turnover rate

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turnover rate

[′tərn‚ō·vər ‚rāt]
(chemical engineering)
In an industrial catalytic process, a value corresponding to the turnover number per specified unit of time.
McGraw-Hill Dictionary of Scientific & Technical Terms, 6E, Copyright © 2003 by The McGraw-Hill Companies, Inc.
References in periodicals archive ?
The labor turnover rate is the difference between the accession rate (hiring rate) and separation rate.
Venti said the average turnover rate in New York is about 33 percent in long-term care facilities.
We hypothesised that poorly crystalline A1 and Fe oxide contents are related to turnover rates, as these relationships have been described for other volcanic soils with large organic matter stocks (Hiradate et al.
(2009) compared these two types of practices with the classification of turnover proposed by Abelson and Baysinger (1984) and found that incentive and investment practices were negatively related both to functional and dysfunctional employee turnover rates. In turn, expectation-enhancement practices were negatively related to dysfunctional turnover rates and positively related to functional turnover rates.
The turnover rates are not expected to reach pre-2008 levels, since companies are treading with greater caution in retaining their valued talent assets."
industries with relatively high worker turnover are characterized by 1.8% larger increases in export intensity following a depreciation of the dollar, while high job turnover rates limit the incentives to invest in export capacity when foreign demand grows.
Nurse turnover rates of 44.3 per cent were more than double that of Canada and the United States, the study found.
Since the annual turnover rate for truck drivers bottomed out at 39 percent during the first quarter of 2010, the rate has more than doubled for trucking companies that have more than $30 million in annual revenue, according to the American Trucking Associations of Arlington, Va.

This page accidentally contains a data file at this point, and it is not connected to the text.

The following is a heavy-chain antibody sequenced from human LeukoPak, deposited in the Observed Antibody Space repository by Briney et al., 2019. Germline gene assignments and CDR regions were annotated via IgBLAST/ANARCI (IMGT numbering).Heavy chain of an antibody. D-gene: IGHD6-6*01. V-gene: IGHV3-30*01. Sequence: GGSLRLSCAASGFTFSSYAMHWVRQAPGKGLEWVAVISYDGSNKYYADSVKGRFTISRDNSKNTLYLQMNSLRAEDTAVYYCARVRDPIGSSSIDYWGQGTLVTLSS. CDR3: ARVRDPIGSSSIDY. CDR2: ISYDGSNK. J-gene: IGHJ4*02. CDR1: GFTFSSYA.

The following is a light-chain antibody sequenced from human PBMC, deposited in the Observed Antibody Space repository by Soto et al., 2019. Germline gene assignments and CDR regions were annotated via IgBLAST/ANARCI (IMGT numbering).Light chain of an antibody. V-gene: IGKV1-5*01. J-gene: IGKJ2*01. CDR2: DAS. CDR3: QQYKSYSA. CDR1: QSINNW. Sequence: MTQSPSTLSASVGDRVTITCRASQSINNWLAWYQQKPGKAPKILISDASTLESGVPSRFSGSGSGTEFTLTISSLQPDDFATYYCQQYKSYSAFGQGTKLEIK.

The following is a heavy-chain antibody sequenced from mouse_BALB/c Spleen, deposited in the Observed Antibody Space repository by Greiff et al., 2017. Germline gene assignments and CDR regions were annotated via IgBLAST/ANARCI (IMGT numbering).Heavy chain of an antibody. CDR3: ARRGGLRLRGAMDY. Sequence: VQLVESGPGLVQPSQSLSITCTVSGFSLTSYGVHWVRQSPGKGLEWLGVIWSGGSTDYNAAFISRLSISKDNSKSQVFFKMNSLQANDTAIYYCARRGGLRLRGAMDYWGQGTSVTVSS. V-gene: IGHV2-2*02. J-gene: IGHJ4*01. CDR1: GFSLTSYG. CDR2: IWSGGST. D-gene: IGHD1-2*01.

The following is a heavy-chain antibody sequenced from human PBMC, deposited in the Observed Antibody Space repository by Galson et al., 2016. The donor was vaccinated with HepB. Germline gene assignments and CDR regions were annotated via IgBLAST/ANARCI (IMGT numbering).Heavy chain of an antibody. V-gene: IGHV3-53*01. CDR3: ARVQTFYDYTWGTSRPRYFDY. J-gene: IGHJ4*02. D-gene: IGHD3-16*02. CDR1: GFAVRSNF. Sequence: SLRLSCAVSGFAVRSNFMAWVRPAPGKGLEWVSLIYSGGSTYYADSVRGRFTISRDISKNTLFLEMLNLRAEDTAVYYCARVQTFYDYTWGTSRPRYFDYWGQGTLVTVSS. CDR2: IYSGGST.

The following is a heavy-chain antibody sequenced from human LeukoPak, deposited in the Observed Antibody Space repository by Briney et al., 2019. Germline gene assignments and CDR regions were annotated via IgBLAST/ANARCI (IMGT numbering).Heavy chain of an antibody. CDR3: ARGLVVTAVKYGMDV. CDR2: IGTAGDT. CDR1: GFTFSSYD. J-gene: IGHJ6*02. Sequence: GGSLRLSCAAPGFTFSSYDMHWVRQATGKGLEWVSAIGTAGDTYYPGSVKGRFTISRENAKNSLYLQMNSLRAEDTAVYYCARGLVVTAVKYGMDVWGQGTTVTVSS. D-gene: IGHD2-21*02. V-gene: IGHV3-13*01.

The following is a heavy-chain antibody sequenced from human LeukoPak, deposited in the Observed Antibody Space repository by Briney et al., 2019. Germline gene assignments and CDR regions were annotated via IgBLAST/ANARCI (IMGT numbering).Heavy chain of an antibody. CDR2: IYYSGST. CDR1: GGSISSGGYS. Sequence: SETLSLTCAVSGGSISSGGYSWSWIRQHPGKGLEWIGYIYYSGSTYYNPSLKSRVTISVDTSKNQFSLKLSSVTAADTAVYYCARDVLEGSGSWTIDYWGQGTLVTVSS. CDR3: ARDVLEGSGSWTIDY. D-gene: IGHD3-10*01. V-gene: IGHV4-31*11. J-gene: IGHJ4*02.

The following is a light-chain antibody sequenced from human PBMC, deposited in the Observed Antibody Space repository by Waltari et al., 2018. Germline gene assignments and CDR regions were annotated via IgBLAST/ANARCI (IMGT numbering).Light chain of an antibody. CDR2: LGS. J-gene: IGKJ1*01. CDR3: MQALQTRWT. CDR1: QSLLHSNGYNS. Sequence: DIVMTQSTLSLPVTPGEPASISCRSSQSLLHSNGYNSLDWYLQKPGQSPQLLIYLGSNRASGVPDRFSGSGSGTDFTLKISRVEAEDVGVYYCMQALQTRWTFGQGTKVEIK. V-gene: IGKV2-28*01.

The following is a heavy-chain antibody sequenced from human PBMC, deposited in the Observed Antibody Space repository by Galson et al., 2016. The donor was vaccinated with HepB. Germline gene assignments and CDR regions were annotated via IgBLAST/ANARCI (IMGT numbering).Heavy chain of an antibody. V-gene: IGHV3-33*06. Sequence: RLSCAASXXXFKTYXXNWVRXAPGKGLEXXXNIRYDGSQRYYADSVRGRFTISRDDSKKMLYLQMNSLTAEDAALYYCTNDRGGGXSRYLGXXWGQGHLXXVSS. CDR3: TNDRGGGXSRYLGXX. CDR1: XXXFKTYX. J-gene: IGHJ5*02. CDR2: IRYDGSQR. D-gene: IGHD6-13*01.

Child Protective Services officials got an earful on Wednesday at a Senate hearing on improving the caseworker retention and turnover rates in rural communities.
Key findings include: (1) Kentucky school districts averaged one superintendent turnover during 1998/99-2007/08; (2) Average superintendent turnover rates in rural and nonrural school districts over 1998/99-2007/08 were within one-tenth of a point of each other; (3) Average superintendent turnover rates in Appalachian and non-Appalachian school districts over 1998/99-2007/08 were within one-tenth of a point of each other; (4) Statewide, superintendent turnover varied with school districts' demographic, fiscal, and achievement characteristics.
The authors explain that the connection between teacher turnover and child outcomes is complex, since the centers with high teacher turnover rates and lower levels of child outcomes also are characterized by their poor quality.
The turnover rates within health care are rather significant.